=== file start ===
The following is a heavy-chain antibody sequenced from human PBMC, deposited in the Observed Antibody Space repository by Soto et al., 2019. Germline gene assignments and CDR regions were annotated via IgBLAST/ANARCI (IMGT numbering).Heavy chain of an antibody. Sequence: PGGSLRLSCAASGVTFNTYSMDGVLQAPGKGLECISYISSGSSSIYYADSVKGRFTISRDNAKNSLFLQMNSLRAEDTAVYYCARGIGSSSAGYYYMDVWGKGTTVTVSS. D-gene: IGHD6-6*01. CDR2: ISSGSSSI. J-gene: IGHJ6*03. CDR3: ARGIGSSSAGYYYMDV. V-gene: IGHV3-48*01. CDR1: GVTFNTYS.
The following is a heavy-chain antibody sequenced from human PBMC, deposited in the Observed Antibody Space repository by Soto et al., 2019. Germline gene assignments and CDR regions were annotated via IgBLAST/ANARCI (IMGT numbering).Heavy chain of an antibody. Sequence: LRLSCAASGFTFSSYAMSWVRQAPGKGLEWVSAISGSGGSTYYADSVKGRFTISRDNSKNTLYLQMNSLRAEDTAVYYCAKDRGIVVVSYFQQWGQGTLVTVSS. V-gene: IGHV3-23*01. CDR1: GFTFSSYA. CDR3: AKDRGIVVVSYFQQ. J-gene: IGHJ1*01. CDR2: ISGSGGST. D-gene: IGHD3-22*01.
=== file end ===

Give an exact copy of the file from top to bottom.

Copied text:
The following is a heavy-chain antibody sequenced from human PBMC, deposited in the Observed Antibody Space repository by Soto et al., 2019. Germline gene assignments and CDR regions were annotated via IgBLAST/ANARCI (IMGT numbering).Heavy chain of an antibody. Sequence: PGGSLRLSCAASGVTFNTYSMDGVLQAPGKGLECISYISSGSSSIYYADSVKGRFTISRDNAKNSLFLQMNSLRAEDTAVYYCARGIGSSSAGYYYMDVWGKGTTVTVSS. D-gene: IGHD6-6*01. CDR2: ISSGSSSI. J-gene: IGHJ6*03. CDR3: ARGIGSSSAGYYYMDV. V-gene: IGHV3-48*01. CDR1: GVTFNTYS.
The following is a heavy-chain antibody sequenced from human PBMC, deposited in the Observed Antibody Space repository by Soto et al., 2019. Germline gene assignments and CDR regions were annotated via IgBLAST/ANARCI (IMGT numbering).Heavy chain of an antibody. Sequence: LRLSCAASGFTFSSYAMSWVRQAPGKGLEWVSAISGSGGSTYYADSVKGRFTISRDNSKNTLYLQMNSLRAEDTAVYYCAKDRGIVVVSYFQQWGQGTLVTVSS. V-gene: IGHV3-23*01. CDR1: GFTFSSYA. CDR3: AKDRGIVVVSYFQQ. J-gene: IGHJ1*01. CDR2: ISGSGGST. D-gene: IGHD3-22*01.